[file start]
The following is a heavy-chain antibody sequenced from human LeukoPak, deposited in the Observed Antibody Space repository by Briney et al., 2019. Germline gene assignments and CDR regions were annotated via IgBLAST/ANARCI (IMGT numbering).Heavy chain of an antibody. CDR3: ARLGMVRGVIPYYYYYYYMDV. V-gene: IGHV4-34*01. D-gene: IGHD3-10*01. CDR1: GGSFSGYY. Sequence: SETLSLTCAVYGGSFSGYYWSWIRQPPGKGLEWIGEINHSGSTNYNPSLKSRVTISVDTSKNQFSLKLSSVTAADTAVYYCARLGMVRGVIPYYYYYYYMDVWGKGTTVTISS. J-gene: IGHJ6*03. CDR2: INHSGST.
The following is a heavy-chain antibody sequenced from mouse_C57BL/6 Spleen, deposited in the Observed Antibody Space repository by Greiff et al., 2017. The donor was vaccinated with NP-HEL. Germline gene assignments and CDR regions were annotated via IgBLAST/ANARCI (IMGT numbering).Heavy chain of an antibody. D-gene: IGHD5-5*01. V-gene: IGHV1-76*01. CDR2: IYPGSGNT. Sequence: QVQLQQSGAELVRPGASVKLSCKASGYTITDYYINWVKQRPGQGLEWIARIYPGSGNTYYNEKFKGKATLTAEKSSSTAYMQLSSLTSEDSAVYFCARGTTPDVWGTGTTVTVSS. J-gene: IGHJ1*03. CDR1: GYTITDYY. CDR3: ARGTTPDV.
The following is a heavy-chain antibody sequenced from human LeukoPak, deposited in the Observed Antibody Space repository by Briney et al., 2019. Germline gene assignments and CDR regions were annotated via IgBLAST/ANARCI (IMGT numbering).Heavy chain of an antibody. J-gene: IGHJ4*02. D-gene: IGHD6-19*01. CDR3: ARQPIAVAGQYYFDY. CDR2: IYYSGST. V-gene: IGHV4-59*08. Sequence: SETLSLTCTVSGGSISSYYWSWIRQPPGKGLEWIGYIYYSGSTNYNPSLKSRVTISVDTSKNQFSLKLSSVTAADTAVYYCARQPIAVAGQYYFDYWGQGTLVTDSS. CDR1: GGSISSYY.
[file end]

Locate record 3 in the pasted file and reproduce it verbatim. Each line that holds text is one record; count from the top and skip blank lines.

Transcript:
The following is a heavy-chain antibody sequenced from human LeukoPak, deposited in the Observed Antibody Space repository by Briney et al., 2019. Germline gene assignments and CDR regions were annotated via IgBLAST/ANARCI (IMGT numbering).Heavy chain of an antibody. J-gene: IGHJ4*02. D-gene: IGHD6-19*01. CDR3: ARQPIAVAGQYYFDY. CDR2: IYYSGST. V-gene: IGHV4-59*08. Sequence: SETLSLTCTVSGGSISSYYWSWIRQPPGKGLEWIGYIYYSGSTNYNPSLKSRVTISVDTSKNQFSLKLSSVTAADTAVYYCARQPIAVAGQYYFDYWGQGTLVTDSS. CDR1: GGSISSYY.